"He is sorry."
Translation:Il est désolé.
DUDE It straight up said C'est for He is. but when I type it out NOOOOOOOOOOOOOOOOOO au revoirs hearts -.-
It's not the good context (and the hints are given for all the sentences, and every contexts)
He is a boy = C'est un garçon (it's an idiomatism here, you can't say "Il est un garçon", because the proper form, for some reason is "c'est un garçon". "c'est" is here to show. It's an example of "c'est" used for a person, and not a thing.
Il est désolé = no "c'est" here!
Me too. I had "Il est desole" all typed out, but when I moused over and it had "C'est" I changed it.
Don't trust the hints, they are only hints, like a dictionary, but don't know the context of the sentence. Just report the wrong hint, but I don't know if they'll change it, because I think the hints are given for the words, and not for the sentences (and their context)
I know!! I had it right at first, but then changed it and got it wrong -_- Thanks a lot "translation"
I think you use il est with an adjective but must use c'est with nouns with adjectives (modified nouns) Il est desole, but c'est un homme desole. I'm only learning French, so this might be wrong.
I think c'est means "it is" not "he is" Still, they told use to use C'est, so I don't know why it's wrong...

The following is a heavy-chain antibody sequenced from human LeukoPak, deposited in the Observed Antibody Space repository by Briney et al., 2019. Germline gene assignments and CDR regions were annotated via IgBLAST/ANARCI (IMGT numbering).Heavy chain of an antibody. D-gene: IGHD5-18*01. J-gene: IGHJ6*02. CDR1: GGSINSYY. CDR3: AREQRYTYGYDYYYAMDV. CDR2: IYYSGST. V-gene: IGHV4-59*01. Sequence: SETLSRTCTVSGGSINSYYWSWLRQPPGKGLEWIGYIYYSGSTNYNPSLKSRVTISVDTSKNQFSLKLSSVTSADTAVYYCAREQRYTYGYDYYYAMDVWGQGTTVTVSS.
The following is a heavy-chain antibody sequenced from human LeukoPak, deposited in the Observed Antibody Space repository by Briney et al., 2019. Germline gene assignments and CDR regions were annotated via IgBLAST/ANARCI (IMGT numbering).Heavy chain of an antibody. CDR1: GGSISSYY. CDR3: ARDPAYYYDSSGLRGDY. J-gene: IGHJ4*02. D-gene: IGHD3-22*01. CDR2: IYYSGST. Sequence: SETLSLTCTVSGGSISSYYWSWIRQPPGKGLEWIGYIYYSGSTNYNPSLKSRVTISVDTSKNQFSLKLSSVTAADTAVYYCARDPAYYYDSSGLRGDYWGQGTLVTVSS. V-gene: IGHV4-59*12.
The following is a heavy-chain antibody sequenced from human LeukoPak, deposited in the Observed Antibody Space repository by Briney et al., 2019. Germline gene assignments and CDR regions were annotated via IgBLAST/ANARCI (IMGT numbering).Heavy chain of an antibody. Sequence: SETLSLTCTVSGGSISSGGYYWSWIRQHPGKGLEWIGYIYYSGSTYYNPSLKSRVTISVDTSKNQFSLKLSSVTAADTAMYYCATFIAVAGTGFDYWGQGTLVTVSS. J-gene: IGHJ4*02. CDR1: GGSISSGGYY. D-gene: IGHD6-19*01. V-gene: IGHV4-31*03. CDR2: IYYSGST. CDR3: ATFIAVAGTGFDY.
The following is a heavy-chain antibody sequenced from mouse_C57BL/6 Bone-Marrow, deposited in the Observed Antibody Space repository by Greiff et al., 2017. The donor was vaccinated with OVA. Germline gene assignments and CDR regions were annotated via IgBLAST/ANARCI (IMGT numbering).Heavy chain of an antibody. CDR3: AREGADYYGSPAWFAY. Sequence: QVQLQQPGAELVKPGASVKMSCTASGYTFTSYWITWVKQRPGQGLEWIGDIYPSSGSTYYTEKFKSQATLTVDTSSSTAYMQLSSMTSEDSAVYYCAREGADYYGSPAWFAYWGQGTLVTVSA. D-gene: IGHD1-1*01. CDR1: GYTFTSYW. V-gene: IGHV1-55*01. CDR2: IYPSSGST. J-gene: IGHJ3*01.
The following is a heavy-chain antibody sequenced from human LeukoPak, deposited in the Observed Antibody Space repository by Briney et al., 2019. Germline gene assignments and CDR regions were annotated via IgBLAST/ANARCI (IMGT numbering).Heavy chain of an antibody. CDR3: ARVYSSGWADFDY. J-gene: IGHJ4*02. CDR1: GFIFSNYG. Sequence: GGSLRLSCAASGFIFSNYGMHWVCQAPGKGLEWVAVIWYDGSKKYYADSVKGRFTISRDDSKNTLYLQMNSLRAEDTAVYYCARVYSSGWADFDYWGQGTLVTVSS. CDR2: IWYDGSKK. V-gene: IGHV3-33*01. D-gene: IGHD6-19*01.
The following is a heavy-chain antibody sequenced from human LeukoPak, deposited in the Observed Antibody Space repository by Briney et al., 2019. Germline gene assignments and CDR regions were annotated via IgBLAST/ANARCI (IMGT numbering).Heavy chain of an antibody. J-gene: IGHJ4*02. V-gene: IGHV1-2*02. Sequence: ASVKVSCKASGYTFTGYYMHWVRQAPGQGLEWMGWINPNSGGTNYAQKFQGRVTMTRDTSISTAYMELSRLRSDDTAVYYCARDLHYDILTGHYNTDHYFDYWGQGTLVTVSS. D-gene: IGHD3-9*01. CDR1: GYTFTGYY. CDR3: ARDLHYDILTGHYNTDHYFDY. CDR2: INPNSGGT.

I'm pretty possitive each accent has it's own sound (it's not random) and so if you can memorise their designated sounds you can determine any word's accent(s).
If you write "desole" you would pronounce it "de-zol", if you write "désolé" you would prononce "dé-zo-lé"
The past tense for this sentence is: Il était désolé.
Il est désolé = the present. The verb is "est" (present), and the adjective is "désolé".
Yes, the past participles used as adjectives also exist in English.
Ex: I'm bored.
c'est would be "it/that is" >ex: C'est vrai - that is true, c'est formidable, C'est la langue francaise... "Il est" means "he is"
Because this idiomatisme is only used for sentence like "C'est un garçon" = "He is a boy".
See the very good explanations by MaelFr, answering to PrincessZorra.
what does "c'est" actual words before they merge into one because they end up with vowel and start with vowel? oh my, im so confused.
Different accents indicate different sounds. É is pronounced sorr of like ay, as in désolé should sound sort of like day-zo-lay. If you used a different accent it might sound more like dee-zo-lee which is incorrect.
Perhaps, regret means to feel sorry about <<a thing>>, while sorry just means to feel sorry without a verb or noun. Here the sentence is 'He is sorry.', not 'He is sorry (about <<a thing>>).' Maybe that is the answer...?
I think it is because generally, even in English, you use regret as "He regrets <<verb and perhaps noun>>.", while you use sorry as "He is sorry." The difference might be that when you use regret, it is to regret a thing, while using sorry is just to regret, and a verb and/or noun is not needed.
bruh I'm done with this like I'm right but it says I'm wrong. add me on snapchat @angeymama188 and Instagram @angeymama18 thanks everyone
desole -- I'm told to check the accents but instructions are not clear as to which accents are appropriate
the appropriate accent are "é", because it makes the "é" sound, like in "café", if you write "desole" without the accents, you would pronounce it "de-zol", without "é" sound.
Correct form: désolé (or désolée for a female)